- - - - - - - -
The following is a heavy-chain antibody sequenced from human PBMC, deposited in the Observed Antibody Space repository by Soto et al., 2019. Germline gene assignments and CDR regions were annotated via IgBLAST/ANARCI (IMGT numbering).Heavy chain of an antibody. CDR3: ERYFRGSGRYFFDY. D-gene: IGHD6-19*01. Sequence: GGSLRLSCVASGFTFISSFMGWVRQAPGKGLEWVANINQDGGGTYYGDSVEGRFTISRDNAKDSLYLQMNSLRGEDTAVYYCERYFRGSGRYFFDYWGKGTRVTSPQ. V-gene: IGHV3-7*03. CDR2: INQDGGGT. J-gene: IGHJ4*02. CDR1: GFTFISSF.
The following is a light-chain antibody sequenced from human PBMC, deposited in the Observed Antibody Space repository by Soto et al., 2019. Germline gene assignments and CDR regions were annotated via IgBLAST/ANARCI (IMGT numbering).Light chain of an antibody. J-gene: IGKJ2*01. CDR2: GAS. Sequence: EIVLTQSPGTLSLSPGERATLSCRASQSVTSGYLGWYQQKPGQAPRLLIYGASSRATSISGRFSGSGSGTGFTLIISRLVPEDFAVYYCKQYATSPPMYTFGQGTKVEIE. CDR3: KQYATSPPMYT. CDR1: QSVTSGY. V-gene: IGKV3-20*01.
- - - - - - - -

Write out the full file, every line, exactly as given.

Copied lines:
The following is a heavy-chain antibody sequenced from human PBMC, deposited in the Observed Antibody Space repository by Soto et al., 2019. Germline gene assignments and CDR regions were annotated via IgBLAST/ANARCI (IMGT numbering).Heavy chain of an antibody. CDR3: ERYFRGSGRYFFDY. D-gene: IGHD6-19*01. Sequence: GGSLRLSCVASGFTFISSFMGWVRQAPGKGLEWVANINQDGGGTYYGDSVEGRFTISRDNAKDSLYLQMNSLRGEDTAVYYCERYFRGSGRYFFDYWGKGTRVTSPQ. V-gene: IGHV3-7*03. CDR2: INQDGGGT. J-gene: IGHJ4*02. CDR1: GFTFISSF.
The following is a light-chain antibody sequenced from human PBMC, deposited in the Observed Antibody Space repository by Soto et al., 2019. Germline gene assignments and CDR regions were annotated via IgBLAST/ANARCI (IMGT numbering).Light chain of an antibody. J-gene: IGKJ2*01. CDR2: GAS. Sequence: EIVLTQSPGTLSLSPGERATLSCRASQSVTSGYLGWYQQKPGQAPRLLIYGASSRATSISGRFSGSGSGTGFTLIISRLVPEDFAVYYCKQYATSPPMYTFGQGTKVEIE. CDR3: KQYATSPPMYT. CDR1: QSVTSGY. V-gene: IGKV3-20*01.